“My friends say 'How can you live out of a suitcase?' I say, 'How you cannot?'" Sweeney counters. “It's kind of what we signed up for. It's my job. I didn't have a choice,” Sweeney attests, reminding me of the famous line in the film The Godfather Part 2 when Hyman Roth tells Michael Corleone “This is the business we've chosen.”
Sweeney thought at one time she'd go into entertainment public relations. She proudly tells the Hill Country audience that the only jobs she's ever had were waitressing and singing. When I bring that up, she says there was one other but it doesn't really count. She worked in an office cubicle for twenty-one days and was hated by her boss. “I called a friend and said, ‘Meet me in the bar. Now know what Johnny Paycheck meant.’”
Born in Longview, Sweeney grew up in Houston hailing from the land she brought to life in the roadhouse swagger of “East Texas Pines.” That fervor in which she channels her inner Wanda Jackson, comes back to life in the song “Pills,” written by best friend Brannon Leigh and Noel McKay. The song casts Sweeney as if she was the Nancy Sinatra of “These Boots Are Made For Walkin'” come back to sing an anti-drug "Life In The Fast Lane" for an opioid 21st century.
Sweeney said she tried to move away from Texas a few times but it never worked out. She went to New York City for a time during college. She tried moving to Nashville but found she wasn't disciplined with her work and tended to procrastinate. Now she lives in Texas and views Nashville as a place to work. She has developed a routine going there once a month for meetings, writing sessions and seeing many of her friends. The song “Nothing Wrong With Texas” reflects her connection to her family and love of her adopted hometown of the Lone Star state capital.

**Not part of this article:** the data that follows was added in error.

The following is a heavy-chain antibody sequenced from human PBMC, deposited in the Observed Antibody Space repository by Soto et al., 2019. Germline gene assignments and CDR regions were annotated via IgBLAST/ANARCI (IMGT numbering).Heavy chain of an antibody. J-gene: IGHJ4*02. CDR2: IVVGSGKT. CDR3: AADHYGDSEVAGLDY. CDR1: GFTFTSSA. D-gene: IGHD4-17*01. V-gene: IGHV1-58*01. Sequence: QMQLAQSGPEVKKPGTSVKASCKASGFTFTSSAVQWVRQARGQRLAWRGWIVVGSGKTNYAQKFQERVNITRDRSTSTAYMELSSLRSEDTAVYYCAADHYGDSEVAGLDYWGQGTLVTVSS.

While Sweeney travels, she writes notes for songs on her phone. Life on the road is sometimes spent fretting about the safety of her husband. She’ll wait on texts in the middle of the night that he is safe, avoiding the fear of waking up and not having heard from him.
Sweeney is still singing Iris Dement’s “My Mama’s Opry,” a fan favorite and something her mother particularly likes. The first time her daughter appeared at the Opry Sweeney brought fifty-one people to Nashville, most of whom were from Texas. She picked a fast song “If I Could” and became an emotional mess. She was so nervous she only could sing the first verse and ended dancing and moving about as the band played on.
Much to her surprise, Pete Martin came up and said “Honey, I'll try and get you two songs next time.” Sweeney who thought she'd never be invited back, started crying uncontrollably. That was forty-eight Opry appearances ago, a banner of pride for Sweeney who has a picture of Porter Wagoner introducing her in his purple suit Sweeney describes as looking pretty badass. When I asked her if she feels like part of the Opry community, Sweeney is both humble and still star-struck.
“I've listened to them and have known who they are for my entire life,” she reflects.
And then in disbelief she adds, “I mean Jeannie Seely knows me...she's like my friend and calls and texts me.
"The fact that any of them know who I am freaks me out completely still.”